This dish is inspired by the classic Palestinian dish called mussakhan (pronounce moo-ssa-khann), which is Arabic for “heated up”.
A thin bread encases chicken and rings of caramelized onions fragrant with sumac.
I like to use a Lebanese flatbread called markook for this dish, although a large pita (or several small ones) will do just fine as a substitute.
The lemony aroma of sumac comes wafting out of the envelope of bread. After baking, the bread is crackly and gets torn up in bite-size pieces. The chicken pieces get pulled up and placed on the bread with a few onion rings.
A great dish to take to a picnic. A dish to feed to an army of men who like to eat with their fingers!
I have used both deboned and bone-in chicken pieces and prefer the bone-in; it delivers more chicken flavor. To save time and effort, use deboned chicken and cut it in bite-size pieces.
If you can’t get a hold of a large and very thin piece of flatbread, then use some pita bread, split open and stuff with chicken and onions.
Sumac is sold in all spice stores, Middle-Eastern stores and online. Be wary of sumac that looks bright red, it is usually dyed! It needs to be a dull brownish-red color. Sumac imparts a lemony, sour taste to the dish.
- 1 package of chicken thighs, bone-in (about 6 per package)
- 1 jumbo yellow onion sliced in rings
- 3 Tablespoons of sumac
- A splash of white wine (optional) to deglaze the skillet (around one cup)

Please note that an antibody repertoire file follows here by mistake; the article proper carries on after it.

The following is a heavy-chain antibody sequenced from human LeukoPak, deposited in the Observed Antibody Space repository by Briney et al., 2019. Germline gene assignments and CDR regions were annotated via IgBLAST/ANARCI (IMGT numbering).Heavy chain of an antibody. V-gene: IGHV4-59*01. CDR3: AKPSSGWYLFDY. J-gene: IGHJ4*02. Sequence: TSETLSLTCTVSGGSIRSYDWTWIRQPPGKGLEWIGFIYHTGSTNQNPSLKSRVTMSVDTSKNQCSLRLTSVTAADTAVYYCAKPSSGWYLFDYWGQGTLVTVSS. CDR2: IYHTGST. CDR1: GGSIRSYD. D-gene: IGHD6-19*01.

- Salt and pepper to taste
- 2 markook breads or 2 large pita breads (or 3 standard-size pitas)
- olive oil, as needed
- Drizzle some olive oil in a skillet and stir-fry the onions until soft and golden. Sprinkle with sumac and set aside.
- In the same skillet, add a splash of olive oil and fry the chicken pieces until golden on both sides, sprinkling them with salt and pepper. Do not cook them thoroughly, they will finish cooking in the oven.
- The skillet will have browned bits of chicken; deglaze the skillet by pouring around one cup of white wine and letting it sizzle; dislodge the browned bits with a wooden spoon and add more water if needed to get 2 or 3 cups of liquid; simmer the “stock” for about 10 minutes until it is reduced a bit and has a good chicken stock flavor, adding salt and pepper as needed.
- Cover a large baking pan with foil; place one piece of bread on the pan; scatter half the onions in the middle of the bread and lay a maximum of 3 chicken pieces on the onion rings. Sprinkle with the remainder of the sumac and close the bread like a parcel. Fold over to have the seams at the bottom and with a spoon douse the bread with one cup of the chicken stock. Repeat the operation for the second bread.
- Bake in a preheated 350F (180 C) oven till the bread is golden and crisp, about 20 minutes. Serve immediately.
TIPS: A substitute for sumac would be to squeeze the juice of a lemon and douse the chicken and onion with it right before baking.
The chicken should only be half-cooked before baking. The bread needs to be brushed or sprinkled with chicken stock prior to entering the oven.
Some people like to sprinkle salt and sumac on the onions prior to frying; the salt will draw out the moisture from the onions and they will become crispier. I don’t find it necessary.